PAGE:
NEW YORK (Reuters) - Oil suffered its biggest one-day percentage loss of the year on Tuesday, hitting a seven-week low as concerns about a potential slowdown in the economy of No. 2 crude consumer China added to worries about global demand.
March trade data showed China’s import growth fell below expectations, indicating tepid first-quarter demand, although imports of crude oil remained high, at the third highest level on record.
“Cumulative economic concerns are haunting the market again with China’s import data, last week’s U.S. jobs report and Europe still under pressure,” said Tom Bentz, director at BNP Paribas Prime Brokerage Inc in New York.
The Chinese data added to overall worries about the global economy, after weak U.S. jobs data late last week dragged oil prices lower on Monday. Oil prices this year have been balancing concerns about demand against supply disruptions - including the potential loss of exports from OPEC member Iran.
The U.S. Energy Information Administration also fed market pessimism with a monthly report that cut its forecast for world oil demand growth for 2012 and 2013, while raising the forecast for non-OPEC oil output.
Brent crude fell $2.79 to settle at $119.88 a barrel, the weakest close since February 17, having dropped below the 50-day moving average of $121.84. The 2.27 percent slide was the biggest one-day percentage loss since December 14.
The front-month Brent May contract expires on Friday.
U.S. crude dropped $1.44 to settle at $101.02 a barrel, the lowest close since February 14, having pushed below the 100-day moving average of $101.65.
Fears of slowing growth swept across commodities and stock markets, pushing the S&P 500 down for a fifth straight day, and sent copper to a three-month low. .N <MET/L>
U.S. Treasuries prices rose, as worried traders looked for safer havens. <US/>
“The entire risk asset market is lower today,” said Dominick Chirichella, Senior Partner at Energy Management Institute in New York.
“The data out of China is bearish for oil and Europe is looking scary again. If the Iran talks go badly, the fear premium will come back, but I think crude will be the leader in the complex, not gasoline as it has been,” Chirichella added.
Oil prices briefly curbed losses on news that Iran cut oil exports to Spain and may halt shipments to Germany and Italy ahead of talks with world powers this weekend.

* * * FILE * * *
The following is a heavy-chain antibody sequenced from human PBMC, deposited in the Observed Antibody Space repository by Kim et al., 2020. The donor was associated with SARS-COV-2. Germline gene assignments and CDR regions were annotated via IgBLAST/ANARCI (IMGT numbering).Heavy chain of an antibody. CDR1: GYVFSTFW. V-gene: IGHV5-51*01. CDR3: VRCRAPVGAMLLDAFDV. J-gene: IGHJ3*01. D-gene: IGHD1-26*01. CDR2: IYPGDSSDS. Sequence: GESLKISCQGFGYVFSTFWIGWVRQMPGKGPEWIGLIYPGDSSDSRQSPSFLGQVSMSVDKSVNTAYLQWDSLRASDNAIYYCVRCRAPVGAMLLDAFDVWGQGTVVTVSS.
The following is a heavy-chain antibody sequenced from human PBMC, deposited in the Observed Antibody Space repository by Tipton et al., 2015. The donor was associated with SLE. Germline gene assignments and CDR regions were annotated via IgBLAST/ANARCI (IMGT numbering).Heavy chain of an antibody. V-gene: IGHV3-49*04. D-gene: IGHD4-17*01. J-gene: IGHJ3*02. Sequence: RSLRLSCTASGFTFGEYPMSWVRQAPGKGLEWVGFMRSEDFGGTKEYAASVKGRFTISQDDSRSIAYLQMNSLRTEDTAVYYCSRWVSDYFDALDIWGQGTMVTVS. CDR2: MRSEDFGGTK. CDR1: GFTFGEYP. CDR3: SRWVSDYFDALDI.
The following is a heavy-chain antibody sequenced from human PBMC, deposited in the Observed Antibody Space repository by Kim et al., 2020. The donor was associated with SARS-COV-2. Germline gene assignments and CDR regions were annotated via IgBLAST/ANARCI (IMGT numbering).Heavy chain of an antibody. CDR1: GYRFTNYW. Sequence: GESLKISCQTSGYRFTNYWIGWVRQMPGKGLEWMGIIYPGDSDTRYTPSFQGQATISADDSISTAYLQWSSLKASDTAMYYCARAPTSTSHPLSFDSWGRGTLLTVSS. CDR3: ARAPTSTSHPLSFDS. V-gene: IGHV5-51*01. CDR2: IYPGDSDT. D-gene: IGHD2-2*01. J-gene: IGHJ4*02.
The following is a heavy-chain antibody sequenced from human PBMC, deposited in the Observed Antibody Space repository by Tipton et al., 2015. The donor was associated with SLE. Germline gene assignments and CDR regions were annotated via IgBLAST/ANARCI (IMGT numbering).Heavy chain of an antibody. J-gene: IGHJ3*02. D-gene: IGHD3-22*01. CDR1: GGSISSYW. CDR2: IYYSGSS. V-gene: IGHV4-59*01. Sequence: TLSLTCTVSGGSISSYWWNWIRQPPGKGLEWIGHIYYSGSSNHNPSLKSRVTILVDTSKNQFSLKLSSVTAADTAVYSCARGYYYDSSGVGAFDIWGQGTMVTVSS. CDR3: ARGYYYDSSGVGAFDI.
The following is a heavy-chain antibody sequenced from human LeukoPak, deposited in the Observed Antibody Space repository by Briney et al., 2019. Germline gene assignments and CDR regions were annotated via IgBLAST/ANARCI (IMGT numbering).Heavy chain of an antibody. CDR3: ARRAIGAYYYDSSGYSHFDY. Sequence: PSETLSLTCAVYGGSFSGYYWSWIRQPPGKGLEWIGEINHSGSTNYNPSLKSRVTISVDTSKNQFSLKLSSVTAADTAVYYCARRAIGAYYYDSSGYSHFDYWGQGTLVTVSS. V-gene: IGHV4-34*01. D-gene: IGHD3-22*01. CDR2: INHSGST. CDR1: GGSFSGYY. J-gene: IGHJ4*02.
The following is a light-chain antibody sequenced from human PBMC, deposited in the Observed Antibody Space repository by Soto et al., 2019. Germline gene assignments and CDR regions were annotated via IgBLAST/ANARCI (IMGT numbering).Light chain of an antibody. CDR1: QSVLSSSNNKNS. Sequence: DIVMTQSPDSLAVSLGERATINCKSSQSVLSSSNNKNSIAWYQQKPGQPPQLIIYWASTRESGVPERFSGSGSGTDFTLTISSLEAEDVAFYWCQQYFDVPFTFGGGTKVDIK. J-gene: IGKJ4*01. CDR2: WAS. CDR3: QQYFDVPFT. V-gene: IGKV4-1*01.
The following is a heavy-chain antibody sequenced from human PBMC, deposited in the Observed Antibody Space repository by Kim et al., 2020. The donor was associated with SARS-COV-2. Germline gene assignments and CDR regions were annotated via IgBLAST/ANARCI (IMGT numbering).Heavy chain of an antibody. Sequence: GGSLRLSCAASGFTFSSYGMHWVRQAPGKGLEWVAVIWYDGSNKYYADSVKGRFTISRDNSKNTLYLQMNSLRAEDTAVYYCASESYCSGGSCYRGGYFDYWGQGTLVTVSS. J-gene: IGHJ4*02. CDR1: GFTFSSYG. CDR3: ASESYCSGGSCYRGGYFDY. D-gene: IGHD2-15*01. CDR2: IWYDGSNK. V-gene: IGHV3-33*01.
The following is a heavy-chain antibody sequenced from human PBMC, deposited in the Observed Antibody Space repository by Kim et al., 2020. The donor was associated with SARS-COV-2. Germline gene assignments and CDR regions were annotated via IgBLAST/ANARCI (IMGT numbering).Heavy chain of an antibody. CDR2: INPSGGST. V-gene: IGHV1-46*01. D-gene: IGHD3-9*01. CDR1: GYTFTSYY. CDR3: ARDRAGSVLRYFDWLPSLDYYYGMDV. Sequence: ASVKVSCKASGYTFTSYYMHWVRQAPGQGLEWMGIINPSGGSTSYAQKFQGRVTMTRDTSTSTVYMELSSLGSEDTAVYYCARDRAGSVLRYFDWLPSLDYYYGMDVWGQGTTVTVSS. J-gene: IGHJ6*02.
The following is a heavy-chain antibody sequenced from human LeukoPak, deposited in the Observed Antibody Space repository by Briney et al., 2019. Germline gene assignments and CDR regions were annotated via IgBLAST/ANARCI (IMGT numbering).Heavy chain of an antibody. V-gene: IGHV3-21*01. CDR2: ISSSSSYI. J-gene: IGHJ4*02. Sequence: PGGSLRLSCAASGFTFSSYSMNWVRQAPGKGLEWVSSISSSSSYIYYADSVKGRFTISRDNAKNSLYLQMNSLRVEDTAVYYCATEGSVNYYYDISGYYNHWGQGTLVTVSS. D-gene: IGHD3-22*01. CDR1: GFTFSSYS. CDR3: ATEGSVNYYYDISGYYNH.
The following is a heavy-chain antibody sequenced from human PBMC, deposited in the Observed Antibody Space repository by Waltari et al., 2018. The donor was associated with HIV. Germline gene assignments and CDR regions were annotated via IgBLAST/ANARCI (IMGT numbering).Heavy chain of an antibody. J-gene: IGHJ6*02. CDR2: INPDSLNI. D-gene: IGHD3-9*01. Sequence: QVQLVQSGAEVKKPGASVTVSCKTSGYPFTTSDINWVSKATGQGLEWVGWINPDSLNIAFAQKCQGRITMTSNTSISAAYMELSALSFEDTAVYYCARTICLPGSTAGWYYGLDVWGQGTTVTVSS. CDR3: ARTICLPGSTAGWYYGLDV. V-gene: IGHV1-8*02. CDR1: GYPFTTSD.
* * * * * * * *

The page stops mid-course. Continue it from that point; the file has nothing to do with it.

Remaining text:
Sanctions by the European Union and the United States, aimed at curbing Tehran’s nuclear ambitions, have already reduced imports by some European countries, according to industry sources.
Brent crude’s premium to its U.S. counterpart narrowed to $18.86 a barrel, based on settlements. Analysts said the premium could narrow further if the nuclear talks with Iran yielded results.
Goldman Sachs on Tuesday forecast the spread could narrow further in the second half of the year as the reversal of the Seaway pipeline alleviated a glut of crude in the Midwest which has depressed the price of U.S. oil futures.
Brent trading volume outpaced turnover for U.S. crude as European traders returned from the Easter holiday. U.S. volumes neared the 30-day average.
U.S. RBOB gasoline and heating oil futures also fell more than 1 percent.
The International Monetary Fund added to concerns about slower growth, telling commodity exporters to brace for lower prices given weak global economic activity.
U.S. crude stockpiles jumped 6.6 million barrels last week, the industry group American Petroleum Institute said in a report released after oil prices settled, much more than expected by analysts. <API/S>
Gasoline stocks rose 1.2 million barrels and distillate stocks fell 476,000 barrels, the API said.
Crude stocks were expected to be up 2.1 million barrels, a Reuters survey of analysts taken ahead of the API report showed.
Gasoline stocks were expected to be down 1.3 million barrels and distillate stocks down, but only by 200,000 barrels.
The government’s data from the EIA will follow on Wednesday at 10:30 a.m. EDT (1430 GMT).
Additional reporting by Gene Ramos in New York, Ikuko Kurahone in London and Manash Goswami in Singapore; Editing by Dale Hudson, Alden Bentley, David Gregorio and Andre Grenon